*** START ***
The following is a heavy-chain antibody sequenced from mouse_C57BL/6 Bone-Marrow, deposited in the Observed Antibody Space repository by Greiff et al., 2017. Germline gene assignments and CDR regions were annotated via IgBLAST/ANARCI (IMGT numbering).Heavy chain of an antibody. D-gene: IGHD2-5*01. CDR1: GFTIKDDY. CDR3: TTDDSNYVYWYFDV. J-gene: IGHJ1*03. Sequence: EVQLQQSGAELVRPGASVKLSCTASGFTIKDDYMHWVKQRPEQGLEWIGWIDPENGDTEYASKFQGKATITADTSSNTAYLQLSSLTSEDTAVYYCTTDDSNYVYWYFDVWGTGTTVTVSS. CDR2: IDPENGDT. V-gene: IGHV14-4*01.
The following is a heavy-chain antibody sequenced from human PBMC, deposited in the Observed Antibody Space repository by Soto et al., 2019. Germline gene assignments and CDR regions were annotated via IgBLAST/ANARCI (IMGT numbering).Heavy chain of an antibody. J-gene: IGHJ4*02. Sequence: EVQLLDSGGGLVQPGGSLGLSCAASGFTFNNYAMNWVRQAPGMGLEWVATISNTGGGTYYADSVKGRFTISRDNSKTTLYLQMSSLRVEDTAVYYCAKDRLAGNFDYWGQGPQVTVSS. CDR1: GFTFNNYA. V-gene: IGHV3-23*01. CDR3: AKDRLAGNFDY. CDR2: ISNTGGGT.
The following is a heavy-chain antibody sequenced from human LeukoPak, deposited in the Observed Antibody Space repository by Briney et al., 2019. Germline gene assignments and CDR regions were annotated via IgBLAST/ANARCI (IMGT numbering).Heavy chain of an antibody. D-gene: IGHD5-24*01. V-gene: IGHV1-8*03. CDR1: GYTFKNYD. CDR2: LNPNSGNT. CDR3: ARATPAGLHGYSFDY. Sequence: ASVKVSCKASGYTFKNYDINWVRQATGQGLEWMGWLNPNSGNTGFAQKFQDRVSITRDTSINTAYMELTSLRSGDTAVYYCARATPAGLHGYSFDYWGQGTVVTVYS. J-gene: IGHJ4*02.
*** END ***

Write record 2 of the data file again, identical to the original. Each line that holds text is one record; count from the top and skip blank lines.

The following is a heavy-chain antibody sequenced from human PBMC, deposited in the Observed Antibody Space repository by Soto et al., 2019. Germline gene assignments and CDR regions were annotated via IgBLAST/ANARCI (IMGT numbering).Heavy chain of an antibody. J-gene: IGHJ4*02. Sequence: EVQLLDSGGGLVQPGGSLGLSCAASGFTFNNYAMNWVRQAPGMGLEWVATISNTGGGTYYADSVKGRFTISRDNSKTTLYLQMSSLRVEDTAVYYCAKDRLAGNFDYWGQGPQVTVSS. CDR1: GFTFNNYA. V-gene: IGHV3-23*01. CDR3: AKDRLAGNFDY. CDR2: ISNTGGGT.